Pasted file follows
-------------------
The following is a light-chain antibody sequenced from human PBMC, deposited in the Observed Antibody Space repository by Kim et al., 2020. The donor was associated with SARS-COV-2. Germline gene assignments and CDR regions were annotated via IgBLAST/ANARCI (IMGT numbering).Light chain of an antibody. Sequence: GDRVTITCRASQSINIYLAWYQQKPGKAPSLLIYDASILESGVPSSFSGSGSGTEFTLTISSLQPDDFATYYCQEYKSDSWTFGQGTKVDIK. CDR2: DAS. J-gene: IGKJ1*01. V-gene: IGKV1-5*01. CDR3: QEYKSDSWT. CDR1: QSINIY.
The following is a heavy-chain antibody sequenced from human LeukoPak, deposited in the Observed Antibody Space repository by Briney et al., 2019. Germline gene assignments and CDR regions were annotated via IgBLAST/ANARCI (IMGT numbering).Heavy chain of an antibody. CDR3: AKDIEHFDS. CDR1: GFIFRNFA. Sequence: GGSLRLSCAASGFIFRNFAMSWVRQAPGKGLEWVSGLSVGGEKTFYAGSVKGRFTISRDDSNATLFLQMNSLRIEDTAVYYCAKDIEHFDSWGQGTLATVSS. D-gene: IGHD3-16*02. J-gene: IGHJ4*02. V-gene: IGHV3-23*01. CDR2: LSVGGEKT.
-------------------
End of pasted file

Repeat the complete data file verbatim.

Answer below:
The following is a light-chain antibody sequenced from human PBMC, deposited in the Observed Antibody Space repository by Kim et al., 2020. The donor was associated with SARS-COV-2. Germline gene assignments and CDR regions were annotated via IgBLAST/ANARCI (IMGT numbering).Light chain of an antibody. Sequence: GDRVTITCRASQSINIYLAWYQQKPGKAPSLLIYDASILESGVPSSFSGSGSGTEFTLTISSLQPDDFATYYCQEYKSDSWTFGQGTKVDIK. CDR2: DAS. J-gene: IGKJ1*01. V-gene: IGKV1-5*01. CDR3: QEYKSDSWT. CDR1: QSINIY.
The following is a heavy-chain antibody sequenced from human LeukoPak, deposited in the Observed Antibody Space repository by Briney et al., 2019. Germline gene assignments and CDR regions were annotated via IgBLAST/ANARCI (IMGT numbering).Heavy chain of an antibody. CDR3: AKDIEHFDS. CDR1: GFIFRNFA. Sequence: GGSLRLSCAASGFIFRNFAMSWVRQAPGKGLEWVSGLSVGGEKTFYAGSVKGRFTISRDDSNATLFLQMNSLRIEDTAVYYCAKDIEHFDSWGQGTLATVSS. D-gene: IGHD3-16*02. J-gene: IGHJ4*02. V-gene: IGHV3-23*01. CDR2: LSVGGEKT.